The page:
Isabelle Huppert's acting is one of the great enigmas of cinema. You would never exactly think of her as a chameleon and yet, watching her on screen, you never really perceive her as “Isabelle Huppert” either. She seems capable of taking on any part she fancies, yet she almost never noticeably does anything to transform herself; she's not one for putting on a voice, adopting mannerisms, or otherwise doing what is still widely known as 'doing a Meryl Streep' (grossly unfair as that simplification is to Ms. Streep herself).

It's almost as if Huppert's distinctive talent is not to transform herself, but to dissolve—attuning herself so entirely and subtly to the rhythms of a character that she entirely becomes that character without our even noticing that any metamorphosis has taken place. It's what makes it so difficult to stereotype Huppert as any particular type of actor, or as herself embodying any particular type of persona in the real world.

This means that Huppert can play radically different characters in succession without them either defining her, or leaking into each other. Take some of her recent parts: the colonial survivor, tenacious in the face of social breakdown in Claire Denis's White Material (09); a flamboyant fantasist in Marc Fitoussi's frothy comedy Copacabana (10); the uncomprehending, vulnerable daughter of elderly parents in Michael Haneke's Amour (12); a comically lascivious Mother Superior in Guillaume Nicloux's Diderot adaptation The Nun (13); a bored married woman pondering an affair in a softer comedy, the recent French release Paris Follies (Fitoussi again,14). Add these up and you have a range that, in its extreme contrasts, simply wouldn't make sense for any other contemporary French actress (although I might take a bet on Emmanuelle Devos pulling it off). Capping the mystery of Huppert is the fact that she's able to do this with no or little “furniture” to bolster the characters—at most, a whimsical fur hat in Paris Follies, or perhaps a slightly different smile, or the corners of her mouth drawn in a slightly new tautness, but that's it.

However, Huppert pulls off a differently miraculous performance in Abuse of Weakness. This is one of those roles that strike you from the start as intensely daunting—until you realize that Huppert makes you aware of the difficulty by seeming to take it so totally in her stride. It's a difficult role not only because she plays a character suddenly affected by a physical disability, but also because that character appears to be more or less a direct representation of the film's writer and director, Catherine Breillat.

Abuse of Weakness deals with the real-life experience already detailed by Breillat in her book of the same name—the director's encounter with one Christophe Rocancourt, a confidence trickster who scammed her out of some 700,000 euros, after she planned to cast him in one of her features. Breillat's film begins with Huppert, as the director's alter ego Maud Shainberg, alone in bed as she suddenly experiences a massive brain hemorrhage—as Breillat herself did in 2004. Maud finds her body twisted out of its usual shape, unable to control her movements or facial expressions. Seeing her wracked with frustration during a physiotherapy session, we realize that this is a woman who is used to exerting control not just over herself, but over the world—and now she's losing it. As Maud passes down a hospital corridor, the figure seen walking with a stick in the background—shakily reattaining a degree of physical ease that as yet evades Maud—is none other than Catherine Breillat. The director is at once putting her Hitchcockian authorial mark on the film, and reminding us that Maud both is and is not to be read as Catherine Breillat—make of that contradiction what we will.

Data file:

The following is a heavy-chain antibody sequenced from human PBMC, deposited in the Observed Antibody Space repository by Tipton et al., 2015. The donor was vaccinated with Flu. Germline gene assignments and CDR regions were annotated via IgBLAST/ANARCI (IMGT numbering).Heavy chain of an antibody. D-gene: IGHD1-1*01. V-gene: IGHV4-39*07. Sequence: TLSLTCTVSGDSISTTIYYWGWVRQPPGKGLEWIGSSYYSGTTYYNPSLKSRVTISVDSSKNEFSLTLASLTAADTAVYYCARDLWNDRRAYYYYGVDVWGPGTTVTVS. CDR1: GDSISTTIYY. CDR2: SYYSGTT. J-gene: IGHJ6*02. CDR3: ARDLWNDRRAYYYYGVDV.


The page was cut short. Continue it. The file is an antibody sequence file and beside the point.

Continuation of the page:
In hospital, Maud tells her producer, “I've sunk like the Titanic. If I ever resurface, I'll be an atomic bomb”—a statement at once rueful and defiant. She does indeed become that bomb—though it has no casualty but herself. Returning home, Maud happens to see a TV interview with one Vilko Piran (played by French ex-rapper Kool Shen), a confidence trickster imprisoned after scamming 35 million euros from various sources. He is now promoting his self-justifying memoir, in which he lays his crimes squarely at the door of a world in which “most people have lost their humanity.” Maud fairly wriggles with delight, bowled over by Vilko's “icy hangdog look . . . his bitter pride . . . No repentance, I love it!” She decides to make Vilko her next male lead, and imperiously commands that he be brought to her, like a child demanding a new toy—”Je le veux!” (“I want him!”)

Vilko visits Maud in her elegantly furnished house, and promptly starts strutting to impress her. He climbs up on her bookcase, inspecting her library; he's a Nietzsche fan, he tells her, but adds: “I don't buy books, I steal them.” His perpetual bad-boy posturing is patently corny, as if daring Maud to slap him down. At one point, he turns up at her place with 200,000 euros in cash, stuffed into a bag from Paris store Tati—a brand synonymous with proletarian thrift—and claims it's the loot in some sinister corridors-of-power deal. “It's from the Minister of the Interior,” he insists, then sulks: “You don't believe me? Nothing surprises you.” His whole routine could be summed up as “Mommy, you're not looking.”